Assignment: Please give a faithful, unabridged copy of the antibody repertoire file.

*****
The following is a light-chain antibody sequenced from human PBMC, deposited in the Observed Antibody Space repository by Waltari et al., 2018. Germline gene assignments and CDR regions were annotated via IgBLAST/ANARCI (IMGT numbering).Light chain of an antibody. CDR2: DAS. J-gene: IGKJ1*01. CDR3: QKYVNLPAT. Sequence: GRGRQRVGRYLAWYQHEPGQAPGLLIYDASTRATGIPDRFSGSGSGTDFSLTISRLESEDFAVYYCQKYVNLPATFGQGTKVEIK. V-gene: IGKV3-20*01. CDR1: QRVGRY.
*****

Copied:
The following is a light-chain antibody sequenced from human PBMC, deposited in the Observed Antibody Space repository by Waltari et al., 2018. Germline gene assignments and CDR regions were annotated via IgBLAST/ANARCI (IMGT numbering).Light chain of an antibody. CDR2: DAS. J-gene: IGKJ1*01. CDR3: QKYVNLPAT. Sequence: GRGRQRVGRYLAWYQHEPGQAPGLLIYDASTRATGIPDRFSGSGSGTDFSLTISRLESEDFAVYYCQKYVNLPATFGQGTKVEIK. V-gene: IGKV3-20*01. CDR1: QRVGRY.